War of the Rebellion: Serial 035 Page 0036 KY., MID. AND E. TENN., N. ALA., AND SW. VA. Chapter XXXV.

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from this direction in any move he may make. What is the distance from Donelson to Palmyra, and what the distance from there to Clarksville? By what road could you reach Palmyra, and how far (ask Haley) from New Portland across to that point, and what kind of road? Am just starting an expedition to Duck River.

W. W. LOWE,

Colonel, Commanding.

HEADQUARTERS DISTRICT OF CENTRAL KENTUCKY, Lexington, Ky., February 2, 1863.

Major JOSEPH W. STIVERS,

Commanding Mount Sterling, Ky.:

MAJOR: The brigadier-general commanding directs me to write you that complaints of the most serious character are continually reaching these headquarters of the depredations of rebels in your vicinity. A few days ago I wrote informing you of outrages committed by guerrillas at or near Olympian Springs. Yesterday a letter was received from Owingsville, stating that a party of 150 rebels had surrounded the house of a Union man by the name of Jackson, living at Mud Lick Springs, murdered him, and also a man by the name of Yarber, who was in the house at the time, and shot a son of Mr. Jenkins. Other depredations had been committed upon Union citizens there, and their lives and property seemed to be altogether without that protection which it is their right to demand and expect. The general directs that you use all the means in your power to prevent a recurrence of such outrages. You will send out frequently strong scouting parties, and send them farther to the front than heretofore. That section of the country is swarming with stragglers from the Confederate service, and Union men and women must not suffer from their lawlessness.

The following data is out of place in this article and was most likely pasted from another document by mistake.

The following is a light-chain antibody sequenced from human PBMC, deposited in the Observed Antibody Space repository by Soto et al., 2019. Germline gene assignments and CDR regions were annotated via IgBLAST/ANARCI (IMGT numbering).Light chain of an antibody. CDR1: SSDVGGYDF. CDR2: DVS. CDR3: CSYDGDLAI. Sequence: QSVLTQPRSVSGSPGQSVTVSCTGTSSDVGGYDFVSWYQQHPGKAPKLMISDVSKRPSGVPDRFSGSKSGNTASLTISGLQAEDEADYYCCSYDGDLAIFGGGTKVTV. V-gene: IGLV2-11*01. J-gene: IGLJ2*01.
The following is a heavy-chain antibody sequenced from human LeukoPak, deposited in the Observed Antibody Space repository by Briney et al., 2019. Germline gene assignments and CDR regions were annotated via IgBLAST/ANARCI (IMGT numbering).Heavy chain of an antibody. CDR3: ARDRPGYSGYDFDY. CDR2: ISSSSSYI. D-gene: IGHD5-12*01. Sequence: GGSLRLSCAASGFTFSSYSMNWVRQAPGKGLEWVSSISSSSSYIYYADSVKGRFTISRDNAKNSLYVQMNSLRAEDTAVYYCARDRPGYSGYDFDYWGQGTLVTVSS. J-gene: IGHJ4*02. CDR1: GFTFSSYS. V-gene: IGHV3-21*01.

Very respectfully, your obedient servant,

SAM. M. KNEELAND,

Lieutenant and Aide-de-Camp.

GENERAL ORDERS,

HDQRS. DEPT. OF THE CUMBERLAND,

Numbers 9.

Murfreesborough, Tenn., February 2, 1863.

I. In accordance with General Orders, Numbers 9, War Department, January 9, 1863, the troops of this army are divided into three army corps-the Fourteenth, Twentieth, and Twenty-first. The center, under the command of Major General George H. Thomas, will hereafter be known as the Fourteenth Army Corps, the right wing, Major General A. McD. McCook, as the Twentieth, and the left wing, Major General T. L. Crittenden, as the Twenty-first.

II. The following named officers having reported in obedience to the orders of the War Department, are assigned to duty at these headquarters; Major William McMichael, assistant adjutant-general, Captain Henry Thrall, assistant adjutant-general, and First Lieutenant Horace Porter, Ordnance Corps, U. S. Army, to relieve First Lieutenant Theodore Edson as ordnance officer for this department.

By command of Major-General Rosecrans:

C. GODDARD,

Assistant Adjutant-General and Chief of Staff.